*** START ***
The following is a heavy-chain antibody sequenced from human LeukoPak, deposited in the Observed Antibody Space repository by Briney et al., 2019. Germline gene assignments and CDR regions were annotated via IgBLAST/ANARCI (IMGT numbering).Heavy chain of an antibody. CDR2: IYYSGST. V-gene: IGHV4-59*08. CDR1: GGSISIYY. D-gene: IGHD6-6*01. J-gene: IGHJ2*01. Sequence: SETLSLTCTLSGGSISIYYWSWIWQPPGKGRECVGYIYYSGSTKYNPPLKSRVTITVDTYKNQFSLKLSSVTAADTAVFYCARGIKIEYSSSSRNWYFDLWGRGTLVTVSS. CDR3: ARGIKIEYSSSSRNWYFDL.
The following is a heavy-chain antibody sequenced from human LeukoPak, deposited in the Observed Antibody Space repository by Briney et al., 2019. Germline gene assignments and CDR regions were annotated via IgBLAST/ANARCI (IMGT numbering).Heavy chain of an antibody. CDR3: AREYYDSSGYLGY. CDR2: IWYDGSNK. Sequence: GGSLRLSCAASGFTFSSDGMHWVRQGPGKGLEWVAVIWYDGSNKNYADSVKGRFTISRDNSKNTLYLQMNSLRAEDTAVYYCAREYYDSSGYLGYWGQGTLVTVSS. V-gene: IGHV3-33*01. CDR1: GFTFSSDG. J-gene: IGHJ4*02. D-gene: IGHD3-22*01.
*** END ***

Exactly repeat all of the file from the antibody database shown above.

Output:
The following is a heavy-chain antibody sequenced from human LeukoPak, deposited in the Observed Antibody Space repository by Briney et al., 2019. Germline gene assignments and CDR regions were annotated via IgBLAST/ANARCI (IMGT numbering).Heavy chain of an antibody. CDR2: IYYSGST. V-gene: IGHV4-59*08. CDR1: GGSISIYY. D-gene: IGHD6-6*01. J-gene: IGHJ2*01. Sequence: SETLSLTCTLSGGSISIYYWSWIWQPPGKGRECVGYIYYSGSTKYNPPLKSRVTITVDTYKNQFSLKLSSVTAADTAVFYCARGIKIEYSSSSRNWYFDLWGRGTLVTVSS. CDR3: ARGIKIEYSSSSRNWYFDL.
The following is a heavy-chain antibody sequenced from human LeukoPak, deposited in the Observed Antibody Space repository by Briney et al., 2019. Germline gene assignments and CDR regions were annotated via IgBLAST/ANARCI (IMGT numbering).Heavy chain of an antibody. CDR3: AREYYDSSGYLGY. CDR2: IWYDGSNK. Sequence: GGSLRLSCAASGFTFSSDGMHWVRQGPGKGLEWVAVIWYDGSNKNYADSVKGRFTISRDNSKNTLYLQMNSLRAEDTAVYYCAREYYDSSGYLGYWGQGTLVTVSS. V-gene: IGHV3-33*01. CDR1: GFTFSSDG. J-gene: IGHJ4*02. D-gene: IGHD3-22*01.